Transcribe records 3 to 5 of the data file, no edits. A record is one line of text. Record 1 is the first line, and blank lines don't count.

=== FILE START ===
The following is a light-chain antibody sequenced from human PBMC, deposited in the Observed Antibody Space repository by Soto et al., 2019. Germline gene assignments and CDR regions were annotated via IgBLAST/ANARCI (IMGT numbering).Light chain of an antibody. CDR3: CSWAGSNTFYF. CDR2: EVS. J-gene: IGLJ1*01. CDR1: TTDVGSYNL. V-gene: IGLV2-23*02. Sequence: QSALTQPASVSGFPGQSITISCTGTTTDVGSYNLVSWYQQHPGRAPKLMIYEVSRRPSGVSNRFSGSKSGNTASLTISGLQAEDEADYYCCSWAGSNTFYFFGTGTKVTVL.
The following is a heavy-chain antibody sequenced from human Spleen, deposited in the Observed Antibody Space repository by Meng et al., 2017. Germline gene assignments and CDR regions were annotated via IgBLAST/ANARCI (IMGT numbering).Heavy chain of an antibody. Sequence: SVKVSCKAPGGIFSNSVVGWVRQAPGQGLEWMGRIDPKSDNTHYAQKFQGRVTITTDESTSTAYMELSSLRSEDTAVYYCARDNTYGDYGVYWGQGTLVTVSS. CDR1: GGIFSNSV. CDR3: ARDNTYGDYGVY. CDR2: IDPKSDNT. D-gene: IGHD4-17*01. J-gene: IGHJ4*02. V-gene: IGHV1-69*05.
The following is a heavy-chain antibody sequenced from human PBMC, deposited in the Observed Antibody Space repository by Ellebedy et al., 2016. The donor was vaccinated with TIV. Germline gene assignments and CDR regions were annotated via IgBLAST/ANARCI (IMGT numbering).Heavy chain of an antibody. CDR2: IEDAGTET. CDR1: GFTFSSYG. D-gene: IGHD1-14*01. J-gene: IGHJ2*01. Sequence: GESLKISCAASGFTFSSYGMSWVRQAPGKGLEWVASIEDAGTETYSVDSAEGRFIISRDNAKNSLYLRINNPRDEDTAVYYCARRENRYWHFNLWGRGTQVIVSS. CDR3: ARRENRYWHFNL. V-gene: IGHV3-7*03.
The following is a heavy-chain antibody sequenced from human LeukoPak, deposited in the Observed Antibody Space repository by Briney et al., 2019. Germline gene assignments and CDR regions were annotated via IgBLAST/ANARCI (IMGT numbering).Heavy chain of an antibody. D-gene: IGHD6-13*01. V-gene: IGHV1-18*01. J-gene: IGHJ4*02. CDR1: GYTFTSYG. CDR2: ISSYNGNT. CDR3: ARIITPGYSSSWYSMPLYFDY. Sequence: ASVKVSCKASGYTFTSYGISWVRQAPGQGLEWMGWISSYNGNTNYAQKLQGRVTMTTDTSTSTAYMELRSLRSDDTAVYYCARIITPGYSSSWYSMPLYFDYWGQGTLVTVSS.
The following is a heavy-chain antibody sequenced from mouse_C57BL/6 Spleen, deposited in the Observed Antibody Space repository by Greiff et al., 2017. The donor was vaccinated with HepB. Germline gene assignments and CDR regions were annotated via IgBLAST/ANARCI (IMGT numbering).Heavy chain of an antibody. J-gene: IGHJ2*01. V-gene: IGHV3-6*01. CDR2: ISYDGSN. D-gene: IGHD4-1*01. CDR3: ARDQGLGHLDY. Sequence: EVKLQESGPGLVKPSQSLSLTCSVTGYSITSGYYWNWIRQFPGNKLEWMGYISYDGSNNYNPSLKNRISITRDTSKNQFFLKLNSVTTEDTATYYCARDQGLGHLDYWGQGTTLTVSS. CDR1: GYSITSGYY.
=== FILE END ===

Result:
The following is a heavy-chain antibody sequenced from human PBMC, deposited in the Observed Antibody Space repository by Ellebedy et al., 2016. The donor was vaccinated with TIV. Germline gene assignments and CDR regions were annotated via IgBLAST/ANARCI (IMGT numbering).Heavy chain of an antibody. CDR2: IEDAGTET. CDR1: GFTFSSYG. D-gene: IGHD1-14*01. J-gene: IGHJ2*01. Sequence: GESLKISCAASGFTFSSYGMSWVRQAPGKGLEWVASIEDAGTETYSVDSAEGRFIISRDNAKNSLYLRINNPRDEDTAVYYCARRENRYWHFNLWGRGTQVIVSS. CDR3: ARRENRYWHFNL. V-gene: IGHV3-7*03.
The following is a heavy-chain antibody sequenced from human LeukoPak, deposited in the Observed Antibody Space repository by Briney et al., 2019. Germline gene assignments and CDR regions were annotated via IgBLAST/ANARCI (IMGT numbering).Heavy chain of an antibody. D-gene: IGHD6-13*01. V-gene: IGHV1-18*01. J-gene: IGHJ4*02. CDR1: GYTFTSYG. CDR2: ISSYNGNT. CDR3: ARIITPGYSSSWYSMPLYFDY. Sequence: ASVKVSCKASGYTFTSYGISWVRQAPGQGLEWMGWISSYNGNTNYAQKLQGRVTMTTDTSTSTAYMELRSLRSDDTAVYYCARIITPGYSSSWYSMPLYFDYWGQGTLVTVSS.
The following is a heavy-chain antibody sequenced from mouse_C57BL/6 Spleen, deposited in the Observed Antibody Space repository by Greiff et al., 2017. The donor was vaccinated with HepB. Germline gene assignments and CDR regions were annotated via IgBLAST/ANARCI (IMGT numbering).Heavy chain of an antibody. J-gene: IGHJ2*01. V-gene: IGHV3-6*01. CDR2: ISYDGSN. D-gene: IGHD4-1*01. CDR3: ARDQGLGHLDY. Sequence: EVKLQESGPGLVKPSQSLSLTCSVTGYSITSGYYWNWIRQFPGNKLEWMGYISYDGSNNYNPSLKNRISITRDTSKNQFFLKLNSVTTEDTATYYCARDQGLGHLDYWGQGTTLTVSS. CDR1: GYSITSGYY.